The Bet365 Foundation was formed in 2012, later renamed the Denise Coates Foundation. In that time, it has donated tens of millions of pounds towards the likes of Oxfam, Macmillan Hospices, typhoon relief programmes in the Philippines, and University Hospitals of North Midlands to support staff fighting Covid.
The Coates family have also stayed close to their roots as, for the past 10 years, they have been the shirt sponsors of Stoke City Football Club. In 2016, they signed a deal for the stadium naming rights at the club, so the team plays at the Bet365 Stadium. Denise herself is not on the board of directors at Stoke City, though her father Peter is the Chairman, and her brother John and husband Richard are both directors.
The innovation of Bet365, leading to the company’s ideas and services being copied nationwide and worldwide, together with the re-alignment of the betting industry with the Gambling Act 2005, has had an effect of facilitating instant sports betting. Even with the warning signs, there have been unintended consequences.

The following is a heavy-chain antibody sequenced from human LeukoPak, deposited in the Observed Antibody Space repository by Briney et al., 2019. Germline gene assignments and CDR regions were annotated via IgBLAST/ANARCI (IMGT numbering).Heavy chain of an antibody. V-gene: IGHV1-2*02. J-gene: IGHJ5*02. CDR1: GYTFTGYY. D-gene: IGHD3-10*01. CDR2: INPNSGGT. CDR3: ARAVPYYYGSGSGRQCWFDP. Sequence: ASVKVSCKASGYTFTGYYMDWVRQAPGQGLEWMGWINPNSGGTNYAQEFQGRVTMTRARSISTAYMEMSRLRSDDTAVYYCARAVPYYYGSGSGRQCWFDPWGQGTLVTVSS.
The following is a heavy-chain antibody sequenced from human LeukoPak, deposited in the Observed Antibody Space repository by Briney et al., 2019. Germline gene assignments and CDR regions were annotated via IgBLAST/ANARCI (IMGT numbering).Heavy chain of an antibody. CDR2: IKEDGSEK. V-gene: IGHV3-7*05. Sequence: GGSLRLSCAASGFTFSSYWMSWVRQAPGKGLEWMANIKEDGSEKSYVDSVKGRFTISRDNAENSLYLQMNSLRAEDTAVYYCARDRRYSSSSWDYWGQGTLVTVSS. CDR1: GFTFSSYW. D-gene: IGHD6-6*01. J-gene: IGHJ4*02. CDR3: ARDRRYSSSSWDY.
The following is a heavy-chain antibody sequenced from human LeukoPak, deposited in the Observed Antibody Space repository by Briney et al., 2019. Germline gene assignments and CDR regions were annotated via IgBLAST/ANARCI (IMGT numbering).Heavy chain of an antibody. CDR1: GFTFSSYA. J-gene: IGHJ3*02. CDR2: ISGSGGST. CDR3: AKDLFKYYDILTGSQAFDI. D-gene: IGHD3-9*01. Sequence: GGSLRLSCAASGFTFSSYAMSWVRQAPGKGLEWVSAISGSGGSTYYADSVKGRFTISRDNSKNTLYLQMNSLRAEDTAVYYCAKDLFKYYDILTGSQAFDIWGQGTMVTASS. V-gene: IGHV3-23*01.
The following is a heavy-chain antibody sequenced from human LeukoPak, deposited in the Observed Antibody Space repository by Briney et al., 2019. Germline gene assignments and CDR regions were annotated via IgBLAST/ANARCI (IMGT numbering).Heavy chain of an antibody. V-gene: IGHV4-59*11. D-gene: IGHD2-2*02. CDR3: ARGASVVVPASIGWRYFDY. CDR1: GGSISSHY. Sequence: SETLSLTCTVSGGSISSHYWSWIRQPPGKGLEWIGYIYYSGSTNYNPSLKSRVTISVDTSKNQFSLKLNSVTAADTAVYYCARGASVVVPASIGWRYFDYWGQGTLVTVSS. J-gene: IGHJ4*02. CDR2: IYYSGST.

While millions of people who like the occasional flutter, and a few hundred thousand more liking more than the occasional flutter, there is a societal concern about the affect on people’s lives – directly and indirectly – that gambling has brought about.
With that in mind, once relative stability is in place after coming through the recent lockdowns, the next challenge for the betting industry is from new legislation regarding advertisements.
From October 2022, with the run-up to the World Cup specifically in mind, gambling and betting companies will be banned from using advertising featuring top-flight footballers and other sports personalities, as well as reality TV and social media stars.
This is further extended to sponsors’ names on football shirts, and in-house advertisements for gambling companies in the stadium during a match.